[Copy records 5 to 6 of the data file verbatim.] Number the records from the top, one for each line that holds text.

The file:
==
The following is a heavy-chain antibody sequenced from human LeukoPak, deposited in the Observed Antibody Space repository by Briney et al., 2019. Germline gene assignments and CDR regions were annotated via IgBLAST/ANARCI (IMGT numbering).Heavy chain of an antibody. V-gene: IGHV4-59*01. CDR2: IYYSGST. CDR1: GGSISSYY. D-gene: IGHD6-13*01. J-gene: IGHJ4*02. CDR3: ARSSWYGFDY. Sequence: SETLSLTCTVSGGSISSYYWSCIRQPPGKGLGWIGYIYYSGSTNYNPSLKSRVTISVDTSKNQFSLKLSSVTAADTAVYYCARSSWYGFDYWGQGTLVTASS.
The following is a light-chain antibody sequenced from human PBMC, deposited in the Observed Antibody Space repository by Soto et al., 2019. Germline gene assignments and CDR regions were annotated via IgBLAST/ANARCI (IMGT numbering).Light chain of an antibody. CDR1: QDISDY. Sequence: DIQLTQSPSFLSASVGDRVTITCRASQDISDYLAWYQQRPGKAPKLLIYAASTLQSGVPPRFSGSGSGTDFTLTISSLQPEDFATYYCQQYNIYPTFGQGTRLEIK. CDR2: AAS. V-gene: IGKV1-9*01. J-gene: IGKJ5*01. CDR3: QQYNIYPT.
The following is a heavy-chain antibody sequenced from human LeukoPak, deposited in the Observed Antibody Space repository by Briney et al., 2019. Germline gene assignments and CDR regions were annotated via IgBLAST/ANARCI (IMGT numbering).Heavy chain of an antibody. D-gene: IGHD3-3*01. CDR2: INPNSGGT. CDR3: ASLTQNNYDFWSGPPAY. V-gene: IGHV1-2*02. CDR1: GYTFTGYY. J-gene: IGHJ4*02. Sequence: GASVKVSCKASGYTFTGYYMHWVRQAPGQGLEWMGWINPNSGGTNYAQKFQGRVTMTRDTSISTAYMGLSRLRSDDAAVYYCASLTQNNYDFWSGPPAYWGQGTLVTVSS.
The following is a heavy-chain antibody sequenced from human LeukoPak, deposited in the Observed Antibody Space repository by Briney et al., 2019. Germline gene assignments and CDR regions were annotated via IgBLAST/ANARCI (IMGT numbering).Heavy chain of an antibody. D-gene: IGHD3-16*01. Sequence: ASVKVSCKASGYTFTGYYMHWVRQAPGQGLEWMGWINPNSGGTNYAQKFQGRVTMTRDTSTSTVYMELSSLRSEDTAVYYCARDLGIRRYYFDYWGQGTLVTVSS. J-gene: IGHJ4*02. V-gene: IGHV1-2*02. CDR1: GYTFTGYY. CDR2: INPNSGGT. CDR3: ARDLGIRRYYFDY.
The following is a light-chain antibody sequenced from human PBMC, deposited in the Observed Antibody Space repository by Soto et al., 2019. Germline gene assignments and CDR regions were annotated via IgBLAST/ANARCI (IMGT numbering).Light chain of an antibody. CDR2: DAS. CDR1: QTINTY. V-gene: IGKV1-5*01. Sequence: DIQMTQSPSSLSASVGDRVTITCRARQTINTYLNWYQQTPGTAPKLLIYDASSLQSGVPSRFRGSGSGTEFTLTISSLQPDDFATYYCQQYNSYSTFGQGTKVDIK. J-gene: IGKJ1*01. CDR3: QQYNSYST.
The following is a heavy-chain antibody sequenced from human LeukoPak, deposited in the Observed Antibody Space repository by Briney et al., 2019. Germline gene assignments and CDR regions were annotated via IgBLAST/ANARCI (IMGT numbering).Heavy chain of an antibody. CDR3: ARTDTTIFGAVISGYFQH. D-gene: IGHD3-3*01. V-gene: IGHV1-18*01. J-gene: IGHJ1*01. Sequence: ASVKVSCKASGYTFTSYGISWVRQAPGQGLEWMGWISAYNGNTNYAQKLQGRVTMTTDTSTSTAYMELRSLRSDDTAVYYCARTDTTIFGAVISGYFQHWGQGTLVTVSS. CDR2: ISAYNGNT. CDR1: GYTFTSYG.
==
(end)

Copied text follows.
The following is a light-chain antibody sequenced from human PBMC, deposited in the Observed Antibody Space repository by Soto et al., 2019. Germline gene assignments and CDR regions were annotated via IgBLAST/ANARCI (IMGT numbering).Light chain of an antibody. CDR2: DAS. CDR1: QTINTY. V-gene: IGKV1-5*01. Sequence: DIQMTQSPSSLSASVGDRVTITCRARQTINTYLNWYQQTPGTAPKLLIYDASSLQSGVPSRFRGSGSGTEFTLTISSLQPDDFATYYCQQYNSYSTFGQGTKVDIK. J-gene: IGKJ1*01. CDR3: QQYNSYST.
The following is a heavy-chain antibody sequenced from human LeukoPak, deposited in the Observed Antibody Space repository by Briney et al., 2019. Germline gene assignments and CDR regions were annotated via IgBLAST/ANARCI (IMGT numbering).Heavy chain of an antibody. CDR3: ARTDTTIFGAVISGYFQH. D-gene: IGHD3-3*01. V-gene: IGHV1-18*01. J-gene: IGHJ1*01. Sequence: ASVKVSCKASGYTFTSYGISWVRQAPGQGLEWMGWISAYNGNTNYAQKLQGRVTMTTDTSTSTAYMELRSLRSDDTAVYYCARTDTTIFGAVISGYFQHWGQGTLVTVSS. CDR2: ISAYNGNT. CDR1: GYTFTSYG.